The twins’ birthday is just around the corner, so Carina and I went out to do a spot of gift shopping.
Last Christmas I bought for the girls some cheapo MP3 players I purchased from Woot. These were a good introduction to the world of digital music for the kids: the girls had to ask Carina to load new songs onto them, and it usually worked out to be a somewhat entertaining family moment for the girls to look at the available selection and make requests, and for Carina to make suggestions. It also helped us ensure that the kids were listening to music we felt was appropriate for their age.
Now that the kids have their own laptops, they both requested new MP3 players, so that they can start to manage their playlists on their own. I think both girls have demonstrated to us that they are, indeed, ready for this level of independence, and I think that by and large they will continue to listen to music that we find appropriate (even if we don’t necessarily like the music ourselves).
Two challenges exist for me when making a media player selection. First and foremost, I do not want my kids to be locked into the iTunes Music Store (or any other content delivery black box). I recognize that the iPod is perceived as the gold standard of MP3 players, but I want my kids to understand the limitations one agrees to live with when locking oneself into that platform. I don’t think I’m ready to explain digital restrictions management to them, but I would like to inculcate in them a healthy respect for the value of choice.
Second, since my kids use Ubuntu GNU/Linux on their laptops, I want a media player that will work without the requirement of installing some fatuous “media management” application. My ideal player provides a simple filesystem into which one can simply drop music files to be played. Identifying a media player than can do this, on a spur-of-the-moment shopping trip is non-trivial. The investigation process was not generally helped by the Best Buy sales rep to whom I turned for assistance.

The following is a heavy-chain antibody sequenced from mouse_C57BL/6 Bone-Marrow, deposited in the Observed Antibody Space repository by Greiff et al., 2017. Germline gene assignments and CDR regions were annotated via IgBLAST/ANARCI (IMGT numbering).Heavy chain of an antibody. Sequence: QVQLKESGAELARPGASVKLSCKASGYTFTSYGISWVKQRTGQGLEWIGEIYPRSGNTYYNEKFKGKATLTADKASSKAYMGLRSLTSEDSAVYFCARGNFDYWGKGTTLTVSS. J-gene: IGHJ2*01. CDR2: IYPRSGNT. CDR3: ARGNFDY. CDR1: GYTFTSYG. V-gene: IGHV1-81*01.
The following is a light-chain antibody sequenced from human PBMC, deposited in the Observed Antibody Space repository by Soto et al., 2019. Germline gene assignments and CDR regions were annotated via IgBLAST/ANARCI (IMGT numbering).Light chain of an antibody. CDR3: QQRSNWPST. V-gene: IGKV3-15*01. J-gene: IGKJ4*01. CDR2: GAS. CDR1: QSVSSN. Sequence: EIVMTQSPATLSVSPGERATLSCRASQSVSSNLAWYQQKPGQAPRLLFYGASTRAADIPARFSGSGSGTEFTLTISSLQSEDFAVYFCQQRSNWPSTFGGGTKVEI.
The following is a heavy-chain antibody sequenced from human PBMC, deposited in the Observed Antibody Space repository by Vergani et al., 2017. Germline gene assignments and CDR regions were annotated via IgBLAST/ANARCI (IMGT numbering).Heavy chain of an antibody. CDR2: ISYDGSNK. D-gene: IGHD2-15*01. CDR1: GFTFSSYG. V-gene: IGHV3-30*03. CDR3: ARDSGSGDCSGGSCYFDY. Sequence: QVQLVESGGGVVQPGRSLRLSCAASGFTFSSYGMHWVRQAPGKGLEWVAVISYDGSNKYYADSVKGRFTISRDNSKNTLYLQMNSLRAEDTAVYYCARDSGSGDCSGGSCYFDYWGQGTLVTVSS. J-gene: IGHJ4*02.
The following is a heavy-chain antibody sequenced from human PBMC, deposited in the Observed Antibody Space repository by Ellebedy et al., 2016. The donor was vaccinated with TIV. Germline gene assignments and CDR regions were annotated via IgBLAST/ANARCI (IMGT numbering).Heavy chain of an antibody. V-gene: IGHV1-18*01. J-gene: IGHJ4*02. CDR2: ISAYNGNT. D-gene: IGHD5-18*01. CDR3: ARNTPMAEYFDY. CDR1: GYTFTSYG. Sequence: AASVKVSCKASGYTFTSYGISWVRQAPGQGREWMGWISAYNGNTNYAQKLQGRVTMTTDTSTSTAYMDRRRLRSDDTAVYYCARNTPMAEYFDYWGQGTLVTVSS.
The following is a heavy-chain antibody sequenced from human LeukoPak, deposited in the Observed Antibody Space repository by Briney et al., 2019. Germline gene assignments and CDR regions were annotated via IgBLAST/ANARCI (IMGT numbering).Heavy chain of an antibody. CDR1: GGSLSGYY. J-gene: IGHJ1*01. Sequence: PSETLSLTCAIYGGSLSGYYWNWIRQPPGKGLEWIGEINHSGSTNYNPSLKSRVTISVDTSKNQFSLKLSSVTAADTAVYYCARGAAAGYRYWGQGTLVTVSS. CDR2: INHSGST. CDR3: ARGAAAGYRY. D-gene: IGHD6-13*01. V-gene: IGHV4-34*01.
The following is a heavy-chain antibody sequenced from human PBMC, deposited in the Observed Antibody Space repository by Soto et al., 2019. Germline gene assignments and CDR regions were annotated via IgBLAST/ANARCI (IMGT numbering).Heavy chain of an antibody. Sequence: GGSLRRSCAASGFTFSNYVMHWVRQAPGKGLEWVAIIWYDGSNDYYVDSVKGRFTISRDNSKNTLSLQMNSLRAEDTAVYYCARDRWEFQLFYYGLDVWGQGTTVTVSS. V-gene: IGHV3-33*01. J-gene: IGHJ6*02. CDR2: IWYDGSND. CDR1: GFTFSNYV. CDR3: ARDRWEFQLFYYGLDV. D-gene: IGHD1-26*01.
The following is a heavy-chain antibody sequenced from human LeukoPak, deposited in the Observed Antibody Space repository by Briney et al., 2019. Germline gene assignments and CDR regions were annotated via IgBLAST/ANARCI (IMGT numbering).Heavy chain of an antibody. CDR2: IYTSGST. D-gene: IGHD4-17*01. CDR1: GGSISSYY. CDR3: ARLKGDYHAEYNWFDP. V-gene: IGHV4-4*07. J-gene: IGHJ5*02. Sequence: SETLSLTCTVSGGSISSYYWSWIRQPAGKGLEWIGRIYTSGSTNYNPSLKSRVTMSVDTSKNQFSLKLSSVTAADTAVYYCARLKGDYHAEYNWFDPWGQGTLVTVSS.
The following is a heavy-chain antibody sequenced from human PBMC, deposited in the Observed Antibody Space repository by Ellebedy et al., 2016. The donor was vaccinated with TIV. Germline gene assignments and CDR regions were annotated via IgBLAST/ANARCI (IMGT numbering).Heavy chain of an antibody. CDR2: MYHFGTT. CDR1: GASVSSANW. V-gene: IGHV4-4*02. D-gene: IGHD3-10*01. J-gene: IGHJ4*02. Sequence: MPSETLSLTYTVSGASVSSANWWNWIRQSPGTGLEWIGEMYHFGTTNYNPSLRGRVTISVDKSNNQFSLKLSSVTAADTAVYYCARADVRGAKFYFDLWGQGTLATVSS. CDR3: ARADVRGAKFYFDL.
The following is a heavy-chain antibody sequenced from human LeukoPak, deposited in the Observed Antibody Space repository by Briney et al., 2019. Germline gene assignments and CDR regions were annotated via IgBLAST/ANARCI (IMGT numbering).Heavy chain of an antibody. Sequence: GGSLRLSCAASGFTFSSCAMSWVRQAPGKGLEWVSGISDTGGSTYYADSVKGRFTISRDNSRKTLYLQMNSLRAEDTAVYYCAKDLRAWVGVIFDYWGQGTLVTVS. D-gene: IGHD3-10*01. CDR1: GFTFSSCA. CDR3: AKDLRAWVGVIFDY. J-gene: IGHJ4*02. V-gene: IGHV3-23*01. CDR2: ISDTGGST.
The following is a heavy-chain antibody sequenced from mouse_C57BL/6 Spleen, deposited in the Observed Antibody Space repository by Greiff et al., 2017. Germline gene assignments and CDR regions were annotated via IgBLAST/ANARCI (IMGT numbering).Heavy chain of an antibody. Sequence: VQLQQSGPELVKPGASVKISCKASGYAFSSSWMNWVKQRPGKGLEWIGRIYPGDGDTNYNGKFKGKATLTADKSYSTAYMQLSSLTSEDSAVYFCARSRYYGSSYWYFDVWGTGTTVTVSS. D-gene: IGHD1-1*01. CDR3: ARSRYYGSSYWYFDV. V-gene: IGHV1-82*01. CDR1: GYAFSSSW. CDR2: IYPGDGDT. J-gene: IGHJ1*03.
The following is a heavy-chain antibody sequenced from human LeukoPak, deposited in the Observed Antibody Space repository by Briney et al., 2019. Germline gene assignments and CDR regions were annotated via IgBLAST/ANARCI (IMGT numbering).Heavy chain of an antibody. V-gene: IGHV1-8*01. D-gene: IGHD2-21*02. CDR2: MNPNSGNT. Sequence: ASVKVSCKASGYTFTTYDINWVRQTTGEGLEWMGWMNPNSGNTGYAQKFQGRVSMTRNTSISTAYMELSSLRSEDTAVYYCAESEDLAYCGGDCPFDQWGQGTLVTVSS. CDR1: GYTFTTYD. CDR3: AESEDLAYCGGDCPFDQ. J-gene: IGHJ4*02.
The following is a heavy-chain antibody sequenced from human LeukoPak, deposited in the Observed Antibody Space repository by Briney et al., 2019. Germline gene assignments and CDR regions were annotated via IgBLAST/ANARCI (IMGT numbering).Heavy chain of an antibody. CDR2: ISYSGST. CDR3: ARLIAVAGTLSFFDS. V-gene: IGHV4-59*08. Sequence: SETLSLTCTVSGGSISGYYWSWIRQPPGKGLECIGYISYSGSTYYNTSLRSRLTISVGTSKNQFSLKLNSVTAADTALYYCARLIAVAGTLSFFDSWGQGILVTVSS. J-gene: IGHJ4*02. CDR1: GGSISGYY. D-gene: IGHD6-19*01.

“Which of these MP3 players can one use without being required to install their silly media management application?” I asked politely. The first clerk looked about lazily before informing me that they all required the vendor’s application. A second clerk approached, and I repeated my question. He glanced at the selection and said “Oh, you can use Windows Media Player with these here!” Not exactly what I asked, but closer to the mark.
I really wanted to buy the Samsung U3 player, because it supports Ogg Vorbis audio playback, something that very few retail players do. Unfortunately, the USB interface is on a retractable lever, which looks sure to break. We looked next at the Insignia brand MP3 players, particularly the small 1GB sport models. These probably would have worked for the twins, but the clerks’ lack of familiarity about how to load music turned me off.
I decided to purchase the Sansa Clip player, because I had vague memories of other people saying that the Sansa line was an acceptable product. FM tuner and voice recorder capabilities are nice features, and the screens were extremely easy to read. I opened one of them up as soon as I got home in order to charge it via USB cable connected to my laptop. As soon as I plugged it in, Ubuntu’s Nautilus file manager opened up a window showing me the contents of the device’s filesystem, one folder of which was named “MUSIC”. I quickly skimmed the instruction booklet, and to my delight the instructions for loading new music onto it were simply “Use Windows Explorer to drag files into the “MUSIC” folder on the device”. This was exactly what i wanted in a player! The kids will have no trouble loading their songs onto these players, and I’m confident that they’ll be very pleased with the upgrade from their old MP3 devices.
Now I get to look forward to explaining to my kids how to rip their CDs, and to instill into them an understanding of the current state of copyright law.